After graduating, we parted ways and were off to new adventures. We were miles apart, spread around the United States: Purdue, Notre Dame, Louisiana State University, and Savannah College of Art & Design. During our college years, we visited each other in our new homes. We dressed up as glow sticks for Halloween in New Orleans, celebrated my birthday in Chicago, and cooked our first Thanksgiving dinner at Purdue.
After college, some of us moved back to Nicaragua and experienced the working life together. We shared executive lunches and collaborated on business projects. We were together all the time; we had experienced separation and were on a quest to recover the lost time. On that quest, we said yes to new people and events. We drove to the beach for the day or spent a weekend at Giselle’s farm.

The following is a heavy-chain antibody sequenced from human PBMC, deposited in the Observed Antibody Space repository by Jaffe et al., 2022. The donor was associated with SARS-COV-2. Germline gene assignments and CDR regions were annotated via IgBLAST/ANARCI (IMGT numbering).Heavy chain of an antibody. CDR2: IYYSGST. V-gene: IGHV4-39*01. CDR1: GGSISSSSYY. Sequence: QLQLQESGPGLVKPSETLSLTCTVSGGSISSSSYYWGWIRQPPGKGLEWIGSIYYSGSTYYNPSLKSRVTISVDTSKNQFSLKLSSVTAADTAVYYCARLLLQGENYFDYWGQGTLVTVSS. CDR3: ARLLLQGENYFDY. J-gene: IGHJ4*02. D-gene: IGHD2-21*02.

We lived all sorts of adventures. Here’s one:
It happened during Holy Week on Good Friday. If you are Catholic, you know what that means: no eating meat all day. I invited Maritza and Giselle for lunch at my house. They were serving Sopa de Queso, a delicious soup that for some reason, they only cook on Fridays during Lent. That day was a half-holiday, so after lunch, we stayed in my house and resolved to chill.
Soon we were hungry again. We decided to go to a bakery we loved, where you can get the most delicious Churro. Warm and buttery, crispy yet fluffy, filled with melted mozzarella inside. They also had the best coffee frappuccino in town. It barely had any coffee, but it had a lot of condensed milk. It was the perfect place to go during Lent, the day you can’t eat any meat.